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GPS Guidance and Automated Steering Renew Interest In Precision Farming Techniques

Since the mid-1990s, the Global Positioning System (GPS) constellation of 24 satellites orbiting 10,800 miles (17,500km) above Earth has caught the attention of farmers and urban dwellers worldwide.  GPS technology delivers a range of benefits to growers. As global markets become  more competitive and an increasingly populated world  reduces available farm land, GPS guidance is now  being relied upon to drive productivity and efficiencies  in agriculture—from ground preparation to fertilizer application, planting, spraying and harvesting.

The round-about path of precision agriculture

Widespread commercial trials of GPS-based precision  farming began in the mid-1900s. Initially, the focus was on site-specific techniques, where definite locations in the field were mapped for yield and then treated variably with farm inputs such as seed, fertilizer, lime and crop protection treatment. The initial aim of precision farming was to increase farm profitability by using variable rates of farm inputs to increase yield and lower input costs. But with complex biological systems, widely differing farm management practices and erratic weather—among many other variables—this goal was difficult to achieve. Although some growers could show measurable benefits, many others were unable to realize any such gains that could be detected by their agronomic systems and management style.

This lack of predictability greatly hindered the adoption of site-specific precision agriculture, which had made its debut in the late 1980s.

Agricultural Resource Management Survey (ARMS) data. For example, in the late 1990s, variable rate technology (VRT) was used to manage soil fertility—mainly N, P, K and lime—on nearly 18 percent of U.S. planted corn area. However, ARMS data indicate that this rate was less than 10 percent of corn planted in 2001, and even lower on soybeans.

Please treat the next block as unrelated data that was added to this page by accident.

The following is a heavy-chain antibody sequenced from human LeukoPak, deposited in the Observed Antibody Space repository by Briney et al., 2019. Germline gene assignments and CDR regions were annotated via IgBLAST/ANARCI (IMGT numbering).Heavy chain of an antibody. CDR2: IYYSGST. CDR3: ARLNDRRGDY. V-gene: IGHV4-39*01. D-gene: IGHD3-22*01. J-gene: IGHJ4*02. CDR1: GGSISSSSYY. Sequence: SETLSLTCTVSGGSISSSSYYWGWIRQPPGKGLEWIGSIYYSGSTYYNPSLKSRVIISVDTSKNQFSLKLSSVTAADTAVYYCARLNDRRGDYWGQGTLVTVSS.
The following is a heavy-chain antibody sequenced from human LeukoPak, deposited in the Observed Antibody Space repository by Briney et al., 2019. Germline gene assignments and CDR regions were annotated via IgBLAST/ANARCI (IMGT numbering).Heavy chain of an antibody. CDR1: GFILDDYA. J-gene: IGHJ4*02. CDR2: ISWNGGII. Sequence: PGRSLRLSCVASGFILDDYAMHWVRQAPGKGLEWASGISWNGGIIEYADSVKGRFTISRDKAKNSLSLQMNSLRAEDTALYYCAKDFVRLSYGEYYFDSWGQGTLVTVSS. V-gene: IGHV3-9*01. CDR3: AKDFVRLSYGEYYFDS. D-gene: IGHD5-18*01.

As the definitive 2005 Purdue University study cited above notes: “Worldwide, the adoption of precision agriculture technology has been slower and more localized than many analysts in the 1990s expected. In addition, the study includes these relevant facts:

• Yield monitor adoption: In 2000, the U.S. had about 134 yield monitors per million acres (417,500 hectares) of grain or oilseed crops—or about one yield monitor per 7,500 acres (3,000 hectares).  About 37 percent of these yield monitors were being used in conjunction with GPS.

• Precision agriculture usage: In 2001 (the latest year for which these types of ARMS data are  available), the percentage of U.S. corn on which precision agriculture technologies were used  included: Yield monitor – 36.5%,  Yield map (yield monitor w/GPS) – 13.7%, Geo-referenced soil map – 25.0 %, Remotely-sensed (e.g. satellite) 3.4%.

• Pesticide VRT increasing: Variable rate  technology for crop protection chemicals appears  to be on the upswing, although overall adoption  rates are still low (1–3 percent of acres treated), based on most-recent ARMS data.

• Nitrogen VRT promising: The most commercially viable on-the-go technologies for crop production at present focus largely on varying nitrogen fertilizer application rates within fields (as opposed  to phosphorus or potash).